How to Probate a Will in Massachusetts

Probate is the legal process through which a decedent’s (deceased person’s) will is validated and their assets are distributed according to their wishes. If you’re the personal representative or beneficiary of a will in Massachusetts, understanding the probate process is crucial. This blog post provides a step-by-step guide to help you navigate the probate of a will in Massachusetts.

Step 1: Locate the Will

The first step in the probate process is to locate the original will. Typically, the will is kept in a safe place such as a fireproof safe, a safety deposit box, or with the decedent’s attorney.

Step 2: File a Petition for Probate

Once the will is located, you must file a Petition for Probate with the Probate and Family Court in the county where the decedent lived. The petition should include the original will, a certified copy of the death certificate, and other required forms.

If the probate assets (i.e. assets owned by the decedent individually) are under $25,000, you can file a simple Voluntary Administration Statement (MPC Form 170).

If the probate assets exceed $25,000, you will need to file a Petition for Formal/Informal Probate.

Step 3: Notify Interested Parties

Massachusetts law requires that all interested parties, including heirs, beneficiaries, the Department of Medical Assistance, and creditors, be notified of the probate proceedings. This is typically done by sending a citation, which is a legal notice published in a local newspaper and mailed to all interested parties.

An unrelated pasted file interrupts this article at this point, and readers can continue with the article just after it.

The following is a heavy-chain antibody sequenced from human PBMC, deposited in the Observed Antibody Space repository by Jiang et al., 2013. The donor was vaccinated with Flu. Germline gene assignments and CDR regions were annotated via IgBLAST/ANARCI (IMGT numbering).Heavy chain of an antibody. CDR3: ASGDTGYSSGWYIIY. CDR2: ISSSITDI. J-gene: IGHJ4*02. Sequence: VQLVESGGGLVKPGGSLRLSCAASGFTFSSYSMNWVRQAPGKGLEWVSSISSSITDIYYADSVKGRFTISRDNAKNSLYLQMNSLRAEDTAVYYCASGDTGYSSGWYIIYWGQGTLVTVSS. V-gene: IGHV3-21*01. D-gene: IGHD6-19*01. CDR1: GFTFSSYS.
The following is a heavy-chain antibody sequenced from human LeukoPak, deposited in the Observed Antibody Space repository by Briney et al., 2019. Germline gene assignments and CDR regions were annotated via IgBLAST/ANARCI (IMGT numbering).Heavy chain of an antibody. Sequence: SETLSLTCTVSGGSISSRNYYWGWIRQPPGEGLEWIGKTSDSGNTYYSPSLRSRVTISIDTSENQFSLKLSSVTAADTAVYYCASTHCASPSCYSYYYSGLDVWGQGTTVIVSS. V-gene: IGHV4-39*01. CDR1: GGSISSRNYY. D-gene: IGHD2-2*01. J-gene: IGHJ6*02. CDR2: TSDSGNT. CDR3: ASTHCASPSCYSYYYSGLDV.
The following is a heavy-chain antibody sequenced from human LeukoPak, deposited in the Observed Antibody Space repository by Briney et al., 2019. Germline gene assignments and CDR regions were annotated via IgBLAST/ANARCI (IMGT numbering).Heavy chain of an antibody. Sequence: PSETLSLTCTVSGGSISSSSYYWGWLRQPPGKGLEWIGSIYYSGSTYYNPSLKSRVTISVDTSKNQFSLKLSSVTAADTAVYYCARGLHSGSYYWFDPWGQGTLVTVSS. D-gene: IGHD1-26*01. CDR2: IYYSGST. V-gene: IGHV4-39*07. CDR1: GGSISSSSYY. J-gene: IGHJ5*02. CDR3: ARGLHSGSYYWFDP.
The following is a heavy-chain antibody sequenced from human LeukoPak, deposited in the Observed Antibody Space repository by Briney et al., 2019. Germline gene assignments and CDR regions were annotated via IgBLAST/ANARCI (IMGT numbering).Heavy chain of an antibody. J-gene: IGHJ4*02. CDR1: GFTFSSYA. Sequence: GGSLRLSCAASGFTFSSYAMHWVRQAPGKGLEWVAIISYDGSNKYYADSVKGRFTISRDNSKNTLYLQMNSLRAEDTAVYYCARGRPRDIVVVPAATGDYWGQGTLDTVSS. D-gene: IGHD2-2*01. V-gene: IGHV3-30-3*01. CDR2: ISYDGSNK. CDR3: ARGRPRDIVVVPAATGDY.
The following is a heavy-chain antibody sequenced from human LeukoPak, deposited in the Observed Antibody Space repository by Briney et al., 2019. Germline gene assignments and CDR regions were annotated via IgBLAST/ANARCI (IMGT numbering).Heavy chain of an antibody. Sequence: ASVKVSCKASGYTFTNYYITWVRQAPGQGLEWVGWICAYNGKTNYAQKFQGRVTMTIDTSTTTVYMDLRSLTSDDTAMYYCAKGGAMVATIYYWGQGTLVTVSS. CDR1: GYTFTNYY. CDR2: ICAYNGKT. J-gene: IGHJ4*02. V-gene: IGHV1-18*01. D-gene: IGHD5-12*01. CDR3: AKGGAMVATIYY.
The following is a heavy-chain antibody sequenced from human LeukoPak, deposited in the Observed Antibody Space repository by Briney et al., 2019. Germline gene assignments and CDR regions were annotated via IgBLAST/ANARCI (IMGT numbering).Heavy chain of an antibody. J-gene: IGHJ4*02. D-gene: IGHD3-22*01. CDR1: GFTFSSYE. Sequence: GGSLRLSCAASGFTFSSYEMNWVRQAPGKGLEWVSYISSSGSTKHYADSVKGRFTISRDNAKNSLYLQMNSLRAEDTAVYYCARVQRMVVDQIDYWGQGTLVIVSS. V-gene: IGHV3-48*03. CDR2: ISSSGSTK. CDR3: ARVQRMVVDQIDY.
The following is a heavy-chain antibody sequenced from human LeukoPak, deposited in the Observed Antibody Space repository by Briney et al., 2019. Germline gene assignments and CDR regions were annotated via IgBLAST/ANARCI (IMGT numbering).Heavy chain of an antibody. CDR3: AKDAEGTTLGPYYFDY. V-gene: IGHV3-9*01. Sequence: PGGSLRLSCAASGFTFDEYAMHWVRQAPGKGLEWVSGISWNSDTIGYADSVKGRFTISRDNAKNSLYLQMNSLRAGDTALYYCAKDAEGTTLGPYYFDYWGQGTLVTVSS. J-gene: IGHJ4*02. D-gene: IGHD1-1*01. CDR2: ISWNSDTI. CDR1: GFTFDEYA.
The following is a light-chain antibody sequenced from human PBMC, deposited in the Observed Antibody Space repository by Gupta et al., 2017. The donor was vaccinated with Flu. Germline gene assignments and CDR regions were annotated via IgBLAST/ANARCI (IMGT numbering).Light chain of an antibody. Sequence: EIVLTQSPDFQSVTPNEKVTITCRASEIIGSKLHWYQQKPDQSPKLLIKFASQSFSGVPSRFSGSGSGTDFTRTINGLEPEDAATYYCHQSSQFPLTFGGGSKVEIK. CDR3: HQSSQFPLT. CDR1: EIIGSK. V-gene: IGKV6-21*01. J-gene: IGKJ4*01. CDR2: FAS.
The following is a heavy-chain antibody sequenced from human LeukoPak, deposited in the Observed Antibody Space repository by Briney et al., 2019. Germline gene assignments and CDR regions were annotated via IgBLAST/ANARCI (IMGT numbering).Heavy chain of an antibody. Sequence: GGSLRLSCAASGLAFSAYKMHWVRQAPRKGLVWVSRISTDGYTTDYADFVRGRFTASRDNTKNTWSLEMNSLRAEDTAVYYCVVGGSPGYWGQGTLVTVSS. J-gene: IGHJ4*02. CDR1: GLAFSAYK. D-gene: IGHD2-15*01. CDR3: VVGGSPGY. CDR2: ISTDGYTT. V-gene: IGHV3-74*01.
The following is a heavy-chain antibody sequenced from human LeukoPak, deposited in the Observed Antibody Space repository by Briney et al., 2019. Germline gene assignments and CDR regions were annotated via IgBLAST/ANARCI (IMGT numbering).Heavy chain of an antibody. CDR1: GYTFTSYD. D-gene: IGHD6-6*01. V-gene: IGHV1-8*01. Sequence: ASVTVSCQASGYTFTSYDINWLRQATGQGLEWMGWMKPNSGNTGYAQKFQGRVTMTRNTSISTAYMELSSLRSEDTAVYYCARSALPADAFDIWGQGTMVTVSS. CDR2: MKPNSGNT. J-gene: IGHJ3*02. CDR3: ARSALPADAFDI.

Step 4: Appoint a Personal Representative

If the will names a personal representative, that person will be appointed as the personal representative of the estate. If there is no will or the named executor is unable or unwilling to serve, the court will appoint a personal representative.

Step 5: Inventory and Appraise Estate Assets

The personal representative is responsible for inventorying the decedent’s assets and obtaining appraisals for property values. This includes both probate assets (those that are part of the estate) and non-probate assets (those that pass outside of the will, such as life insurance or joint bank accounts).

Step 6: Pay Debts and Taxes

Before distributing assets to beneficiaries, the personal representative must ensure that all debts, including funeral expenses, taxes, and other outstanding bills, are paid from the estate.

Step 7: Distribute Assets to Beneficiaries

Once all debts and taxes have been paid, the remaining assets can be distributed to the beneficiaries according to the terms of the will.

Step 8: Close the Estate

After all assets have been distributed, the personal representative can file a final account with the court detailing all financial transactions made during the probate process. Once approved, the estate can be officially closed.

Contact Logan & Logan LLP For Probate Of Estates In Quincy, MA

Probating a will in Massachusetts involves several steps and legal requirements. While the process can be complex, understanding each step can help ensure that the decedent’s wishes are honored and their assets are distributed properly. It’s often advisable to seek the assistance of an experienced probate attorney to guide you through the process and help address any legal challenges that may arise. Contact our expert attorneys at Logan & Logan LLP today for a free consultation: (617) 209-3723.

*Please note that this guide is for informational purposes only and is not a substitute for legal advice. Each probate case is unique, and it’s important to consult with a qualified attorney for guidance specific to your situation.

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